The environment, the quality of the items, and the employees in the supply chain are the three key areas that are most severely affected by fast fashion. The environment is suffering the most from the present consumerist society. It’s possible that we’re the only creatures on earth that contribute to environmental destruction. The industry of fast fashion is not unique in this regard. Operations in this industry make use of inexpensive raw materials obtained through agricultural methods that do not promote ecological regeneration. Additionally, the herbicides, pesticides, and fertilisers used in these processes are known to have a negative impact on the environment. The production of synthetic fibres results in the discharge of tens of thousands of metric tonnes of microplastics into the world’s oceans. Additionally, it is the second largest polluter of water in the entire planet. Without the appropriate treatment of the effluent, the dangerous chemicals that are utilised in factories frequently make their way into the surrounding environment. These contaminants, both chemical and microplastic, will inevitably end up in the food chain.
The race to manufacture rapid fashion at the lowest possible cost often results in the exploitation of the workers who are involved in the production process. This includes people who work in factories as well as farms. The low salaries, unsafe working conditions, and lack of respect for human rights are a direct result of the price cutting that is done in the apparel industry. Because of the short lead periods and the fast speed of production, the workers are consistently overworked. Retail workers in undeveloped or developing countries frequently bear the responsibility of paying for price reductions at their stores.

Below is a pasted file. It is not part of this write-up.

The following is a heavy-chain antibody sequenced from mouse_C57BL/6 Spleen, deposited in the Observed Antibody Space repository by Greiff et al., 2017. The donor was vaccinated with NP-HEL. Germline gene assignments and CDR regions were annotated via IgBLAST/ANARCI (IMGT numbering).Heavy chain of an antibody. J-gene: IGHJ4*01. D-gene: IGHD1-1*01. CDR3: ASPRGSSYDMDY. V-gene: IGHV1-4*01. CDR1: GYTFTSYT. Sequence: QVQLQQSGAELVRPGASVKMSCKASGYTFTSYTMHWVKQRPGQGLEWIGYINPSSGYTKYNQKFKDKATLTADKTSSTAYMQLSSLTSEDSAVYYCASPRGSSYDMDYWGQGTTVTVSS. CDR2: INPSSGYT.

When clothing is sold at a low price, it usually signifies that the raw materials used are of a lower grade, the quality standards are lax, and the designs do not appeal to the general public. Because of the reduction in both quality and durability, the clothes won’t last as long as it should. These broken goods frequently find their way into landfills. This results in a self-sustaining cycle of rising consumer demand. The customer continually purchases newer products while discarding older ones as they become obsolete.